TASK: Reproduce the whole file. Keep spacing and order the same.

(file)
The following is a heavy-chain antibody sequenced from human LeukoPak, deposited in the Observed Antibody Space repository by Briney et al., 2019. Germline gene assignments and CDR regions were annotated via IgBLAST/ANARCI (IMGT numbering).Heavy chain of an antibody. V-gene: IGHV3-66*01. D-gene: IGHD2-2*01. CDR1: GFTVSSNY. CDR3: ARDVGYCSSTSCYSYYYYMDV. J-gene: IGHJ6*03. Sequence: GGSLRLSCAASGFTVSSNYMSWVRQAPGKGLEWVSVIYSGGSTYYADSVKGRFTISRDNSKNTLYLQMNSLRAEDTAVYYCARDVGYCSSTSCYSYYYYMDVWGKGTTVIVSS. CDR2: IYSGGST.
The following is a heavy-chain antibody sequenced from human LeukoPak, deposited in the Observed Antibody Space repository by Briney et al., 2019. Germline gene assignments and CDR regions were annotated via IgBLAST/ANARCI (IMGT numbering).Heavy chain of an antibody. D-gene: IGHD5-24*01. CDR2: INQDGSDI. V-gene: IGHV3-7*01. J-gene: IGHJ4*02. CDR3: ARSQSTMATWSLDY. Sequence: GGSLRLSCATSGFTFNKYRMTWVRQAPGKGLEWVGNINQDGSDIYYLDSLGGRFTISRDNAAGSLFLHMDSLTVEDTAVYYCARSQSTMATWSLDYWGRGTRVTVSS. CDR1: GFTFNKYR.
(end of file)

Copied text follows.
The following is a heavy-chain antibody sequenced from human LeukoPak, deposited in the Observed Antibody Space repository by Briney et al., 2019. Germline gene assignments and CDR regions were annotated via IgBLAST/ANARCI (IMGT numbering).Heavy chain of an antibody. V-gene: IGHV3-66*01. D-gene: IGHD2-2*01. CDR1: GFTVSSNY. CDR3: ARDVGYCSSTSCYSYYYYMDV. J-gene: IGHJ6*03. Sequence: GGSLRLSCAASGFTVSSNYMSWVRQAPGKGLEWVSVIYSGGSTYYADSVKGRFTISRDNSKNTLYLQMNSLRAEDTAVYYCARDVGYCSSTSCYSYYYYMDVWGKGTTVIVSS. CDR2: IYSGGST.
The following is a heavy-chain antibody sequenced from human LeukoPak, deposited in the Observed Antibody Space repository by Briney et al., 2019. Germline gene assignments and CDR regions were annotated via IgBLAST/ANARCI (IMGT numbering).Heavy chain of an antibody. D-gene: IGHD5-24*01. CDR2: INQDGSDI. V-gene: IGHV3-7*01. J-gene: IGHJ4*02. CDR3: ARSQSTMATWSLDY. Sequence: GGSLRLSCATSGFTFNKYRMTWVRQAPGKGLEWVGNINQDGSDIYYLDSLGGRFTISRDNAAGSLFLHMDSLTVEDTAVYYCARSQSTMATWSLDYWGRGTRVTVSS. CDR1: GFTFNKYR.